The 'kitchen-sink quarter' at McDonald's: Analyst

McDonald's reported quarterly earnings that fell short of analysts' expectations on Wednesday, as it fights to recover from food scandals in China and Japan, and faces tough competition at home in the United States.

After the earnings announcement, the company's shares rose in premarket trading. (Get the latest quote here.)

In its first quarterly results under its new Chief Executive Steve Easterbrook, McDonald's global comparable sales at restaurants open at least 13 months fell 2.3 percent.

"I don't think the expectations were very high for this quarter," R.J. Hottovy, senior restaurant analyst at Morningstar, told CNBC, shortly after the earnings announcement. "It was something of a kitchen-sink quarter" of bad news.

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The fast-food giant posted first-quarter adjusted earnings of $1.01 per share, down from $1.21 a share in the year-earlier period. The results included strategic charges of 17 cents a share and a negative foreign currency impact of 9 cents per share.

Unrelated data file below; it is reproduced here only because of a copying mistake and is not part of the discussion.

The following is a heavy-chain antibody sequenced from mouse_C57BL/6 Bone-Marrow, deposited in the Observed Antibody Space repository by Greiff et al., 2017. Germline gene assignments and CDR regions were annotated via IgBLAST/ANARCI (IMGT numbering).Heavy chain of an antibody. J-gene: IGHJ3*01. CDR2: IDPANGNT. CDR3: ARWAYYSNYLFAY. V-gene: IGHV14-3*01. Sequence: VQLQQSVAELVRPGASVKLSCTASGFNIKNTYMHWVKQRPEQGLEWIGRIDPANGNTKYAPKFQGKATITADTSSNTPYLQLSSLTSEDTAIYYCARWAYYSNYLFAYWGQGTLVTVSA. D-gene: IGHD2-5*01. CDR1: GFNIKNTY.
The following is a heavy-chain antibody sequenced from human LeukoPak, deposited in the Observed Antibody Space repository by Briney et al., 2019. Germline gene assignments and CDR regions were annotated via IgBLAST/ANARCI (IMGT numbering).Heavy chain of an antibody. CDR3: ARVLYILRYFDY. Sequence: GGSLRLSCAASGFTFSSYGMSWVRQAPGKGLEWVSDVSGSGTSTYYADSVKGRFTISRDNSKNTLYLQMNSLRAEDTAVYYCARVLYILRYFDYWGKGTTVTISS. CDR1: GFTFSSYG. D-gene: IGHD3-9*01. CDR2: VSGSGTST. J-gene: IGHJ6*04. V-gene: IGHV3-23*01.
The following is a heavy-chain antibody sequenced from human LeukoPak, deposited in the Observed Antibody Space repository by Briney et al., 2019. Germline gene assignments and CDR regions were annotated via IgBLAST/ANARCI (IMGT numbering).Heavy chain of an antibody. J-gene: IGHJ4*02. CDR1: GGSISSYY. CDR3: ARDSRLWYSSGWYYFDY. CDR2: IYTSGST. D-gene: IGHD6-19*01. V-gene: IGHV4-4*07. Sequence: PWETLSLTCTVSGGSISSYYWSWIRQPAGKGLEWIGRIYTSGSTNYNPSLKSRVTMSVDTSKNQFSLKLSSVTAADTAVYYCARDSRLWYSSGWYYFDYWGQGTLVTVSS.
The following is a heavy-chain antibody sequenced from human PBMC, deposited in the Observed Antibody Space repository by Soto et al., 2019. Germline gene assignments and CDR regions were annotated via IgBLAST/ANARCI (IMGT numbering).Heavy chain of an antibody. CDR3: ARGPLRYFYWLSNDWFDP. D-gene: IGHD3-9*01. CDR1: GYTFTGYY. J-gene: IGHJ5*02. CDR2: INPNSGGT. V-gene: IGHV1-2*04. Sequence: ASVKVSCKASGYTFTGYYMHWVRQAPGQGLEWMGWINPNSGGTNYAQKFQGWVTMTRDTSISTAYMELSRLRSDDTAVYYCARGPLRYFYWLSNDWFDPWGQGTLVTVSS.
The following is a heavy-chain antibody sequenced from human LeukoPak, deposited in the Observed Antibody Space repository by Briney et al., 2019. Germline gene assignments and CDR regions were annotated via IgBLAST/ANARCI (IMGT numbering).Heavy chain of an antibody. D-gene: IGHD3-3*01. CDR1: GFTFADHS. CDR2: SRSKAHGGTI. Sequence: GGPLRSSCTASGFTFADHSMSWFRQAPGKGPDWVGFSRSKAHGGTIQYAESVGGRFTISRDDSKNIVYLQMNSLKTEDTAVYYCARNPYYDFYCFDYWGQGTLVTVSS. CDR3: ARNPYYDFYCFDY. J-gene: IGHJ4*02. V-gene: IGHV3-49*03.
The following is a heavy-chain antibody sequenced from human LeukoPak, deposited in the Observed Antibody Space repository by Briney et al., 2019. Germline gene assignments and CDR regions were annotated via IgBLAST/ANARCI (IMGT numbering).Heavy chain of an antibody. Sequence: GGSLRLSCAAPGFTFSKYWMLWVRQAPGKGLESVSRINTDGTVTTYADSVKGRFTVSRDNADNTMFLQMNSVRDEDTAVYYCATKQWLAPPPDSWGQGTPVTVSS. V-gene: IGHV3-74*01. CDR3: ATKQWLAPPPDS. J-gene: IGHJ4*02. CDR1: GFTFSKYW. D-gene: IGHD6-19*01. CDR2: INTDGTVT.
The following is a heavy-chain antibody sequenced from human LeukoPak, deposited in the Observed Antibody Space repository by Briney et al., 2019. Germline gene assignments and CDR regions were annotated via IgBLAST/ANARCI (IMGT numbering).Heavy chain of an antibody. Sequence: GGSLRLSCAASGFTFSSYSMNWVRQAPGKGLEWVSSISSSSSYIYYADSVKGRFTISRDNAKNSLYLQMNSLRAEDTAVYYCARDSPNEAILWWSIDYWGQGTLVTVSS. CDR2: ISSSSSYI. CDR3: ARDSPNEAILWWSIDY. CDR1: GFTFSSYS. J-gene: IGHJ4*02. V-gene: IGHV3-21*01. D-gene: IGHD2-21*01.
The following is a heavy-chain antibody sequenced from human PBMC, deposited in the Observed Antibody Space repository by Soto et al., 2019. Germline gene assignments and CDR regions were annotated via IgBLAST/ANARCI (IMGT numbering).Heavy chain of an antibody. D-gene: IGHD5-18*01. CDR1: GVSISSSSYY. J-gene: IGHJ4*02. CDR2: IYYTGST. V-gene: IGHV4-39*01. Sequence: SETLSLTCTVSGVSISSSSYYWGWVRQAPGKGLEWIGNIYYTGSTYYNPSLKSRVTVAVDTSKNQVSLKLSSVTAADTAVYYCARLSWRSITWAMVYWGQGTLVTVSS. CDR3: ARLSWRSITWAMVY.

Revenue fell to $5.96 billion from $6.7 billion.

Wall Street forecast McDonald's would deliver earnings per share of $1.06 and $5.96 billion in revenue, according to a consensus estimate from Thomson Reuters.

Net income fell 32.6 percent to $811.5 million, or 84 cents per share, in the first quarter ended March 31, from $1.20 billion, or $1.21 per share, a year earlier.

"The results show it's not going to be an overnight turnaround story. There are a lot of moving parts. There's a lot of significant investment [that] needs to be made," Hottovy said.

In the press release from McDonald's, Easterbook is quoted as saying he looks forward to "sharing the initial details" of his turnaround plan on May 4.

"There's a sense of optimism surrounding Steve [Easterbook] right now," Hottovy said, "[and] the way he's positioned himself to explore all options to enhance shareholder value."

McDonald's has fought to improve its perception among consumers and also introduce items aimed at competing in a restaurant space where fast-casual chains have taken more share.

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Same restaurant sales were expected to tick down 1.8 percent during the quarter, according to Consensus Metrix. Analysts expected sales at its Asia, Pacific, Middle East & Africa unit to perform even worse and drop 6.5 percent.

The company has seen continued fallout in China and Japan after one of its suppliers became the center of a food safety scandal in mid-July.

CNBC's Katie Little and Terri Cullen, and Reuters contributed to this report.